The Dance of Relationships



Today I delivered numerous thankyou cards and chocolates to the mailboxes of various Conservatory faculty members – in genuine gratitude for their contributions to my musical growth. I also took in a master class at 3 pm- watching from a distance, like a fly on the wall, hoping not to be noticed by the very ones that I hold in such esteem. And now I sit back wondering why I feel compelled to engage in life and relationships from such a distance. As I sit here, I am listening to a Red Cross volunteer describe a monthly giving program through the telephone receiver at my left ear. I am amazed at how easy it is to give money and yet feel so empty- because there is no flesh and blood to press it into. I accept a pledge package, but somehow it is not the same. Some disembodied voice at the other end of the phone tells me of needs so overwhelming- the relative pittance that I give does not carry the stamp of my character- it is merely a number on some accountants sheet. It makes no difference that I already give to numerous ‘other’ charities- no one keeps track or cares whether I impoverish myself in the process of electronic giving. This is totally different from the experience of looking someone in the eye with a smile as you freely impart a gift into their hand- a little piece of one’s own self, a slice of visibly transparent humanity.
There is safety in anonymity, but also great loneliness. I feel like I am viewing life through a very thick glass- too afraid to really be touched or to touch. I sit here reading “Tuesdays with Morrie” and tears run like rivers down my cheeks, while my sinuses protest with violent histamines to my strong display of emotion. Mitch Albom seems to have discovered some ancient truth- that we really are created in the image of God, and that indeed “it is not good to be alone”. Our living and our dying are played out on the stage of relationships. The things or people that we value most in this life leave signatures indelibly stamped on our souls. Family. Faith. Connections to people. Connections to the Divine. It is not good enough to be a spectator in life- to be only a voice on the other end of the phone, or an electronic signal spinning through cyberspace. One needs to be open to the awesome mystery of knowing and being known by another. The Shekhina (Holy Spirit) hovers over the interchange between living breathing persons who take the risk of revealing and accepting themselves and the other. The ‘community theme’ resonates from the micro to the macroscopic world- a single cell must divide and become multicellular before it can reach viability. We need each other. Why is it so plain and yet so pathetically difficult?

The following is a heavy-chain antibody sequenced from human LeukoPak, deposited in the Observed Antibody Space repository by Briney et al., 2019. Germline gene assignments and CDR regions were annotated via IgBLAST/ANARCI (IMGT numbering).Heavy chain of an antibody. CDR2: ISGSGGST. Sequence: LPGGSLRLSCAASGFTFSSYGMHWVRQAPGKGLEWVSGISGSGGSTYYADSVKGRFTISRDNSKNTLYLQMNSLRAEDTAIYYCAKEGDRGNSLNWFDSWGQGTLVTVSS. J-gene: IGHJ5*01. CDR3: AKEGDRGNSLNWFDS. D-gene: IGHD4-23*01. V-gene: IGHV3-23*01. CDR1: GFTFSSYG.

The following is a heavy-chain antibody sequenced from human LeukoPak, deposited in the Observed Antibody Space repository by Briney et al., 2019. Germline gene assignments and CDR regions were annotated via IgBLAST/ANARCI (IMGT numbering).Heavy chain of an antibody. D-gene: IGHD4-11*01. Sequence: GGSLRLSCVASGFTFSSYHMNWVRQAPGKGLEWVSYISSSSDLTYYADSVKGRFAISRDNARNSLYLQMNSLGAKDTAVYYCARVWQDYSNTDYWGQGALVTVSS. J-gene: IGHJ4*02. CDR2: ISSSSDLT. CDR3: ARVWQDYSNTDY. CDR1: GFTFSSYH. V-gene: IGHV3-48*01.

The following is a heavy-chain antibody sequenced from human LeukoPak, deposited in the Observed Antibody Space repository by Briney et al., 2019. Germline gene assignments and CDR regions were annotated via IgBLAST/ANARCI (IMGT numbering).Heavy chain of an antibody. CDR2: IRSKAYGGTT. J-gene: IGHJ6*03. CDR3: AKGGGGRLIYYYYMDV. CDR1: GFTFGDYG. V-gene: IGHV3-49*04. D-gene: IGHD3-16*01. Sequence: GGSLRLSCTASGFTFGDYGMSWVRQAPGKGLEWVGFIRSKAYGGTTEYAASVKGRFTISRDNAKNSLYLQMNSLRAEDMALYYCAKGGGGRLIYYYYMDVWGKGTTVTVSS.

“Beloved, let us love each other- for love is of God; and everyone who loves is born of God and knows God. The one who does not love does not know God, for God is love” (IJohn4:7-8)

One thought on “The Dance of Relationships

  1. This is so true. We can get so hung up over little things, insecurities of whatever sort, that make us think that we cannot be loved. And there are so many things in the world that tell us that we should not trust others to truly love them, and that we shouldn’t get too close, we shouldn’t love too unselfishly or too unconditionally, because that makes us vulnerable, and we might suffer loss. It makes it hard to give love if one cannot accept it. One of the most amazing things I realized during my epiphany was that now I would have the gift of relationships- healthy relationships, where I would not be feeding off of others unhealthily wherever they could stoop up my insecurities, but could see them as they are and respect them and love them as children of God to the point of dying for them.Lord, have mercy on us! May He continue to heal us that we may accept His love, give love, and in giving receive. May we be overcome with love of His love. Have a nice week Josie!Thank you again for dinner on Valentine’s Day, and for making me feel loved 🙂 God bless you.

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